The Stream, April 18: The Water Factor

Environmental groups are up in arms over the State Department’s updated environmental analysis of a proposed oil pipeline project from Alberta, Canada, to Texas. The study drew similar conclusions to a draft environmental impact statement issued by the State Department last year, which said that the controversial project “would result in limited adverse environmental impacts during both construction and operation.”

Meanwhile, Suncor Energy Inc was fined $286,000 after pleading guilty to charges that it had failed to manage storm water at a tar sands construction site, which in 2008 spilled water and dirt into the Athabasca River.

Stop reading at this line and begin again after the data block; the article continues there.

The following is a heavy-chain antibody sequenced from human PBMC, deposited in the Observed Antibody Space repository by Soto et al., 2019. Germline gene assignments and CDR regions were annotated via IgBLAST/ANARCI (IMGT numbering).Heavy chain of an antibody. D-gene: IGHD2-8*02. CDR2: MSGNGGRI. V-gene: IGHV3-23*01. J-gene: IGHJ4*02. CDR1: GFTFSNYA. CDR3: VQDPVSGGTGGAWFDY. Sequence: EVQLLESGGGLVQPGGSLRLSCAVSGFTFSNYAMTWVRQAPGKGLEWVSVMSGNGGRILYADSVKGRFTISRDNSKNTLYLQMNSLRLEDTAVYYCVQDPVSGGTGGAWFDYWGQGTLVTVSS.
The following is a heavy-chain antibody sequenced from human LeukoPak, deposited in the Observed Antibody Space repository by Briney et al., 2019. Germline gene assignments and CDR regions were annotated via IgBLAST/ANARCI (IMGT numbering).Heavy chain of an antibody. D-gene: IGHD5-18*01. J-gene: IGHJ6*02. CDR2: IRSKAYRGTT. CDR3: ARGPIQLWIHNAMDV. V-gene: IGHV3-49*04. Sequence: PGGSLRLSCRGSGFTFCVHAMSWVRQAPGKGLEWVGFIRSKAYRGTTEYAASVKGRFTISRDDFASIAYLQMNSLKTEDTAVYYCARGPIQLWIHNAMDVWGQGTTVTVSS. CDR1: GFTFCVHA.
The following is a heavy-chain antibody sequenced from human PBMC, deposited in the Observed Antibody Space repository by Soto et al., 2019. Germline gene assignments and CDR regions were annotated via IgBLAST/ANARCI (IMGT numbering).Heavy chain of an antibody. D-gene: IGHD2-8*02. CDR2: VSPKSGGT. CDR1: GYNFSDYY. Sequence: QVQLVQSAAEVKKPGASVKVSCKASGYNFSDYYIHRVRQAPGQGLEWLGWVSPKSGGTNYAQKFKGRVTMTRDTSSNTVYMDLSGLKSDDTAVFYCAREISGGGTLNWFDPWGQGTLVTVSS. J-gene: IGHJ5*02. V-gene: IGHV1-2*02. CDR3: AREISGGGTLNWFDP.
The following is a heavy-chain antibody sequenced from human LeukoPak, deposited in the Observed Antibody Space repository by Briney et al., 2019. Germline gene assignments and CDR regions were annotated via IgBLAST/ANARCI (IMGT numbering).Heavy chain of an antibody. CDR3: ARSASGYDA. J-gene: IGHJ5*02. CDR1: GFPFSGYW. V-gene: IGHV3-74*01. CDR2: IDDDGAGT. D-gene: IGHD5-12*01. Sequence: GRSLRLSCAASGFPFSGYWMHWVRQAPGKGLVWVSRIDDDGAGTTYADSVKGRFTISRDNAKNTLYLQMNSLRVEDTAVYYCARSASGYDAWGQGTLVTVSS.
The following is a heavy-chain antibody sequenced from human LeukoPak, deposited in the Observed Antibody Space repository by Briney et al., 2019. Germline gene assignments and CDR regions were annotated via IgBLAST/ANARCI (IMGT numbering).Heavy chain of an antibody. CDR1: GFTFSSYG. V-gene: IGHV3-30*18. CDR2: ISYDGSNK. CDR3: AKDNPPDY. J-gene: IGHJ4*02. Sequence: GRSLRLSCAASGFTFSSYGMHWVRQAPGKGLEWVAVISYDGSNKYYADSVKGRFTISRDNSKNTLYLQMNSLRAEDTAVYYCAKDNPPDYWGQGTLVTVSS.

Oil and gas companies injected hundreds of millions of gallons of toxic chemicals into shale rock formations in more than 13 states from 2005 to 2009, according to an investigation by Congressional Democrats, The New York Times reports.

Will China regulate the shale gas industry better? Bloomberg reports that China may start shale gas production by 2015 to meet the rising demand for cleaner-burning fuels. The article does not mention hydraulic fracking’s doubtful green credentials and enormous risk to water resources.

Sugarcane grown for biofuels can shorten Brazil’s carbon payback time, according to research by the Carnegie Institution for Science. However, the method does not address questions of waning biodiversity or possible water scarcity, and cannot be replicated across the country without irrigation, Reuters reports.

The Stream is a daily digest spotting global water trends. To get more water news, follow Circle of Blue on Twitter and sign up for our newsletter.

0 replies

Leave a Reply

Want to join the discussion?
Feel free to contribute!

Leave a Reply